We Didn’t Make History

Space
A sincere congratulations to the European Union for the epic landing of a probe from the Rosetta spacecraft–the first such landing on a comet.


They did this with a landing area of just 550 yards in diameter and away from deep crevices, large boulders, and sharp peaks–it is amazing!



Their European space scientists are exclaiming and rightfully so, “We made history today.”



The problem for us is that we–the U.S.of A.–didn’t!



Yes, we landed the first man on the moon in 1969 and we haven’t done it again since 1972.



I remember in grade school, with great pride and wonder, watching the first space shuttle taking flight–that was in 1981.



Since then, we had the horrific Space Shuttle Columbia disaster (2003), followed by the retirement of the shuttles altogether (2011).



Now, we rely on Russian rockets to bring supplies to the International Space Station and for our military and national security satellites.



Then, just a few weeks ago, we had the explosion of Virgin Galactic’s SpaceshipTwo (2014) that is said to have been plagued with problems from inadequate rocket thrust, flight control system issues, and deficiencies in basic structural integrity. 



In the meantime, the Indians have made it to Mars on a dime. 



Where are we as a nation looking to advance into space–where resources and our very survival may someday soon depend?



Just think where those multi trillions of dollars spent (some would say squandered) in Iraq and Afghanistan (now being overrun by ISIS or threatened by the Taliban) as well as for the American Recovery and Reinvestment Act (uh, what did we really accomplish for all that money spent?).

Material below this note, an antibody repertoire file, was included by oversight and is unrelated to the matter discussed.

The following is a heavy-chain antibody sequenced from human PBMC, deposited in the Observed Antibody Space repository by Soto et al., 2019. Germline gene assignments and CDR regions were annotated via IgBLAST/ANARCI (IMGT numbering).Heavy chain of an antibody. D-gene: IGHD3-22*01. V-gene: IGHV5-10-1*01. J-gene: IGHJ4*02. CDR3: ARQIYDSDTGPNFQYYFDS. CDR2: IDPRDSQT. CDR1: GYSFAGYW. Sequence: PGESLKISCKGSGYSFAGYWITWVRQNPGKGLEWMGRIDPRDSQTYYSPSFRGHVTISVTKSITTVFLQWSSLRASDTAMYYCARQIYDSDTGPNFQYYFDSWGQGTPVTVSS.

Where we once led, and as children we stood in awe, now we stand in bewilderment and leave our children marveling at the victories and accomplishments of others. 



We can not/must not become complacent or stop investing strategically in our future–we need to act with urgency and commitment again for our nation to succeed.



(Source Photo: Andy Blumenthal)

The Dancer and The Tablet

So we are at this Mediterranean Restaurant next to the beach.

We are sitting outside–it is a little chilly and we cozy up next to one of the fire poles to keep warm.

We weren’t eating much; just a drink for our anniversary and something to munch on.

All of a sudden, my wife points to this lady from the next table who gets up and starts dancing provocatively.

You can see the sliver of ocean behind her, the night sky, and the cars and pedestrians are going by behind her.

There are multiple realities going on here:

She is in her own world–dancing to the music, swaying this way and that, and enjoying her femininity.

On the other hand, the guy she’s with is taking a video of her on his tablet computer–he seems more concerned with capturing the moment with his technology than enjoying his girlfriend.

We are conscientious observers–I sort of wondered if the guy should’ve been paying more attention to the women who was wooing him than playing with his tablet.

The other lesson that I can’t help reaching is that cameras and microphones are truly everywhere–privacy is a complete myth!

He is recording her, we are videoing them on our smartphone, and the restaurant is taping all of us on CCTV cameras, and NSA is laughing at us from Fort Meade.